Most of us associate ruffles on an evening (aka, tuxedo) shirt with prom pictures from the 1970s. These were offered in your favorite pastel color. Even Roger Moore’s James Bond got in on the act. Most consider it a design well left behind with leisure suits.
Imagine my surprise a few weeks ago when I walked into the legendary London shirtmaker Budd of Piccadilly, and hanging prominently behind the counter was the most beautiful version of the ruffled evening shirt one likely is ever to see. Quizzing the chatty salesman about it, he claimed that it had essentially been a test shirt to demonstrate that the shirtmakers did have the necessary skill to create such a thing. Shirt ruffles, apparently, are hard.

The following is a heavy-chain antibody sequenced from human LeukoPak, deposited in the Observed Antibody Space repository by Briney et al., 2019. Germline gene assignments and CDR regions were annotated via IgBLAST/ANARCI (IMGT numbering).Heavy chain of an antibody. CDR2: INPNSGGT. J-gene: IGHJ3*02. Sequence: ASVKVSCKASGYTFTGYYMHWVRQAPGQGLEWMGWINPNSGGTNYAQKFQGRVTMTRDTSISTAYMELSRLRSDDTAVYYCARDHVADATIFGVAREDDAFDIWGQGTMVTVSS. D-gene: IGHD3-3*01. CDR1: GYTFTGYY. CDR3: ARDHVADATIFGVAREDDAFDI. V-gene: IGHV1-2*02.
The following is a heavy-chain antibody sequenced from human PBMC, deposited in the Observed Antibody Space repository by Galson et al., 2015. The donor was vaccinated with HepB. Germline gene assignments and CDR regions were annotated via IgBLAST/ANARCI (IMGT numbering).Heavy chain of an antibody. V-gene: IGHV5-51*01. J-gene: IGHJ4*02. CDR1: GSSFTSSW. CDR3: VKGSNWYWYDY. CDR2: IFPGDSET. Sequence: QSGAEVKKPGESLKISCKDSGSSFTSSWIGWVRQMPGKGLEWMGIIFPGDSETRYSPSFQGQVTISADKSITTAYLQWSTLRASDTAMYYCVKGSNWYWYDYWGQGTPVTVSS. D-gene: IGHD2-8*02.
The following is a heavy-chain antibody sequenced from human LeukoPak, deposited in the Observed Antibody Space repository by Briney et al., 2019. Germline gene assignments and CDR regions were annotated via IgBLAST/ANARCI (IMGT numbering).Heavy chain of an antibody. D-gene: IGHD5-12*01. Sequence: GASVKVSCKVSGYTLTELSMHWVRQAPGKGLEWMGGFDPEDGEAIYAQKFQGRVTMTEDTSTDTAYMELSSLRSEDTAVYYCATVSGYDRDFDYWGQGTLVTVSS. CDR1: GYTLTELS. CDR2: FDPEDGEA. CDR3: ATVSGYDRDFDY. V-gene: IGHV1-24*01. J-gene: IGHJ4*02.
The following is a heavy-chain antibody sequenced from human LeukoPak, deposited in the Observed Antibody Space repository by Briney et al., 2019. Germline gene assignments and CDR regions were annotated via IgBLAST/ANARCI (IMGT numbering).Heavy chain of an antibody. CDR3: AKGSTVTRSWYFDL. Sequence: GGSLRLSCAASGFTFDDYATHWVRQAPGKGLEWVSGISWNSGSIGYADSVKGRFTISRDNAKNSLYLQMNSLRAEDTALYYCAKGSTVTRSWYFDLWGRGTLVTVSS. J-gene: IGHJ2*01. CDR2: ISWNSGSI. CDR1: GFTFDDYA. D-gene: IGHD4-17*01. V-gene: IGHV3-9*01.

They hoped to sell it, he explained, and the closest they had come was a visiting African potentate. The good sir had tried the shirt on, and while it fit him, he was insistent that the shirt ought to be taken in. Budd’s salesman indicated that he feared the man’s girth would certainly not allow for such a thing. So, the shirt was still hanging there for sale.
As it happens, I came across a beautiful Budd shirt a couple of years ago that was my beau ideal of an evening shirt. With turn down collar, marcella (piqué) front, and voile body, my only regret was that it was too small (or I too large). I finally sold it off for a pittance.
I suppose a few could pull off the ruffled evening shirt, perhaps the young and (very) fit or the old and stylish…or an African potentate, although even he walked away. For me, I’ll take marcella with my dinner jacket.
And I will always associate Budd of Piccadilly with those ruffles.